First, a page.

Sarto Dinamica Custom review£2,850.00

Bespoke Italian carbon tailoring

BikeRadar score4.5/5

These days, when off -the-peg carbon frames are generally excellent, reliable and affordable, is there a need for custom carbon? Or put another way, when a chain store suit fits, why go to Savile Row?

Handily, Veneto-based Sarto takes its name from sartor, Latin for tailor – which is just what the Italian company does with its carbon frames.

    As well as a range of stock sizes, it offers a full bespoke service. If you want it, Sarto will build it. Our example was made for a flexible 63-year-old who has short legs for his height. Because of a lower back problem, he wanted something that would remain comfy and handle well with no toe overlap, as he mostly rides in the saddle.

    What we have is a fairly long semi-compact frame and, thanks to its 130mm stem, a fairly aggressive position. The 160mm head tube has only a 5mm spacer, adding solidity to the 1 1/8–1 1/2 in steerer tube, and the tubes are generally rounded, with no angular shaping. A subtle sweep in the chainstays and slightly flattened seatstays with a Y-shaped brake bridge are the most notable features.

    Made in italy to your own specification – so if you don’t like the look of the finished bike it’s all your own fault:
    Made in italy to your own specification – so if you don’t like the look of the finished bike it’s all your own fault:

    Made in Italy to your own specification – so if you don’t like the look of the bike it’s your fault

    This isn’t a cheap frame, but if you’re wondering whether you’d feel the difference between it and your current ride, the answer in almost every case is yes. The Sarto has a refined sense of urgency, and within a couple of miles we felt completely at home, the bike seemingly working with us to speed our progress.

    It might ‘only’ have a BSA threaded bottom bracket, but power transfer from the Shimano Ultegra crank and the rear end is such that you’ll not want for more. With a 31.6mm seatpost, albeit in carbon, we wondered if the ride might be firm, but the carbon layup and vibration-reducing Y-Tech bridge is dismissively smooth even on the worst roads.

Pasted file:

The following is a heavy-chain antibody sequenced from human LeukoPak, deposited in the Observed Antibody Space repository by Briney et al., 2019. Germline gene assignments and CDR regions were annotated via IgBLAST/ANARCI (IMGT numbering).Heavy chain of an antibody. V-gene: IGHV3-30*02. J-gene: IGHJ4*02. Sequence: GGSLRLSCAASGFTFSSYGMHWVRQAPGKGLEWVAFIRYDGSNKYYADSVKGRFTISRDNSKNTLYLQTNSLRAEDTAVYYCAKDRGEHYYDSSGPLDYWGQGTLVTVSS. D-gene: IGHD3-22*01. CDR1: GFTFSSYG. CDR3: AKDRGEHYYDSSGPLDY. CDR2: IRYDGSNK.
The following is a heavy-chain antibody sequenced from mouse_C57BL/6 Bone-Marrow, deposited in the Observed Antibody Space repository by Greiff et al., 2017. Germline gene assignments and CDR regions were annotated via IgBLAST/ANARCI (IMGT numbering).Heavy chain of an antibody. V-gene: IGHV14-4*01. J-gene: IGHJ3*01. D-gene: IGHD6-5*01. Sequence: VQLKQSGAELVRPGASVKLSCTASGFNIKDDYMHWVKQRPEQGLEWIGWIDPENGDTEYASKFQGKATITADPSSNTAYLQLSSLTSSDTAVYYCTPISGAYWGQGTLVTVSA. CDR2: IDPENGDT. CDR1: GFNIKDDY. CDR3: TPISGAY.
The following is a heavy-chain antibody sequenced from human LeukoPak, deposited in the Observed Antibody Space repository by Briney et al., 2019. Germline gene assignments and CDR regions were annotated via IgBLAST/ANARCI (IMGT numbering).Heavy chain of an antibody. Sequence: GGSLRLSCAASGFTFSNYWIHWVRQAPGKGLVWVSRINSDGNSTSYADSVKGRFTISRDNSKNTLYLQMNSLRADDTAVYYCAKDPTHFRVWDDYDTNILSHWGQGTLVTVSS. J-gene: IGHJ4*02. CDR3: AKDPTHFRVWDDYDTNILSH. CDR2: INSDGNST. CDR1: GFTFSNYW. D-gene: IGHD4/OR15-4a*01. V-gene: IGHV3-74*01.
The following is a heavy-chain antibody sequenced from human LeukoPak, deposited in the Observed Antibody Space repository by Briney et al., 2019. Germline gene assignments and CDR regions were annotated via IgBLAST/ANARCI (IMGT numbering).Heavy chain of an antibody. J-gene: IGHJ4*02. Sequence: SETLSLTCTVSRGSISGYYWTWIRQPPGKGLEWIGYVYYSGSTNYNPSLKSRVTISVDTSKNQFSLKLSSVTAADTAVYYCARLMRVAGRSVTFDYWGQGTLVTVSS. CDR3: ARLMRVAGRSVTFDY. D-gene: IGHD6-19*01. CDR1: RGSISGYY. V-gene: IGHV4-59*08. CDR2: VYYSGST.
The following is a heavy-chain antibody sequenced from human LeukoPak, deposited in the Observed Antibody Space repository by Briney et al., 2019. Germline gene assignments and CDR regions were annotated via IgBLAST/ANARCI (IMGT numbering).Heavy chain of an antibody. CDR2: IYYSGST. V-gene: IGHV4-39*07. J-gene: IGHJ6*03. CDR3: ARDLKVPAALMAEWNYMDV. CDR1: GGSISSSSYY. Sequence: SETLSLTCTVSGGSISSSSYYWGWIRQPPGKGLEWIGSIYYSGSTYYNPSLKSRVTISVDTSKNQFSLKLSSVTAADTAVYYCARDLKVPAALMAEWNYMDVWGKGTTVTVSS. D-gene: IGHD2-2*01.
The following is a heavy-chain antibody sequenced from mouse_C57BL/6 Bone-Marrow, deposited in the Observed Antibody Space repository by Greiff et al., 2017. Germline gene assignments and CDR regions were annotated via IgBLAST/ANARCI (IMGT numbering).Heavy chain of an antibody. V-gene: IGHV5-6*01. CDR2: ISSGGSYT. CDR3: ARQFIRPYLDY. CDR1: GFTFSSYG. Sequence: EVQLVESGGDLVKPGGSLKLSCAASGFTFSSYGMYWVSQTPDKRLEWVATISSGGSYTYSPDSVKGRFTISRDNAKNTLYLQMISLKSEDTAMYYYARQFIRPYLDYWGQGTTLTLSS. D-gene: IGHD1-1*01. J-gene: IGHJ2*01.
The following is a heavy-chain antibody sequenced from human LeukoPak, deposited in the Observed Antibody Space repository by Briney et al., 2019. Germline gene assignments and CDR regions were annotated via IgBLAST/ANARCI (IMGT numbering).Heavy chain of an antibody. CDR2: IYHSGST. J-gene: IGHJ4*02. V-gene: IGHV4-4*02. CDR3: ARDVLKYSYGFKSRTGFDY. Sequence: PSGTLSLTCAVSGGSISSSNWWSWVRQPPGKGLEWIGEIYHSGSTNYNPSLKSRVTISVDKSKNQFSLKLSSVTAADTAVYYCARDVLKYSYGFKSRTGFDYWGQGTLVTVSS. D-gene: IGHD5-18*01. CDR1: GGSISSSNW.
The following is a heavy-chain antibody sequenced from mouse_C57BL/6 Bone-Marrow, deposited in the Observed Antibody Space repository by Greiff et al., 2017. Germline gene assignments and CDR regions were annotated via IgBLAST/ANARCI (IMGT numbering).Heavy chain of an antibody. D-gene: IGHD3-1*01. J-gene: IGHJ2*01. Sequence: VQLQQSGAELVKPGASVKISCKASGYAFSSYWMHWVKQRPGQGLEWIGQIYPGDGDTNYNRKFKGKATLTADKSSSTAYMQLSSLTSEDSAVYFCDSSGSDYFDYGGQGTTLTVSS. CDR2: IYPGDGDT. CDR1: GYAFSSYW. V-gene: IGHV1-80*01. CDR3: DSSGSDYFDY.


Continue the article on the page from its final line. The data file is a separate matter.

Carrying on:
Spin’s koppenberg fat boy wheels are designed and built in england:
    Spin’s koppenberg fat boy wheels are designed and built in england:

    Spin’s Koppenberg Fat Boy wheels are designed and built in England

    The Spin wheels play a part too – rims that are 25mm wide and tall fitted with 25mm rubber not only roll over road obstacles, but grip gloriously. Seat tube clearance is tight, but as an all-round wheelset, the Koppenbergs are excellent.

    The Sarto’s handling is impeccable, combining stability and seat-of-the-pants telepathic control. Climbing is fast, and the Dinamica’s descending composure gives confidence. On a hard, hilly ride, there was nothing we could fault. The Dinamica is race bike-rapid, sportive-crushingly capable and all day comfy. Whether it’s for Sunday best, or just because, try custom, you won’t be disappointed.

    Spec as tested:

    • Weight: 7.29kg (custom geometry)
    • Frame: M46J custom carbon with 3k finish
    • Fork: M46J carbon with 3k finish
    • Gears: Shimano Ultegra, 50/34, 11-28
    • Brakes: Shimano Ultegra
    • Wheels: Spin Koppenberg Fat Boy
    • Tyres: 25mm Continental Grand Prix 4000S II
    • Bar: Deda Zero 100 shallow alloy
    • Stem: Deda Zero 100 alloy
    • Seatpost: Sarto 31.6mm carbon
    • Saddle: Selle Italia SLR Flow Team Edition

    This article was originally published in Cycling Plus magazine, available on Apple Newsstand and Zinio.

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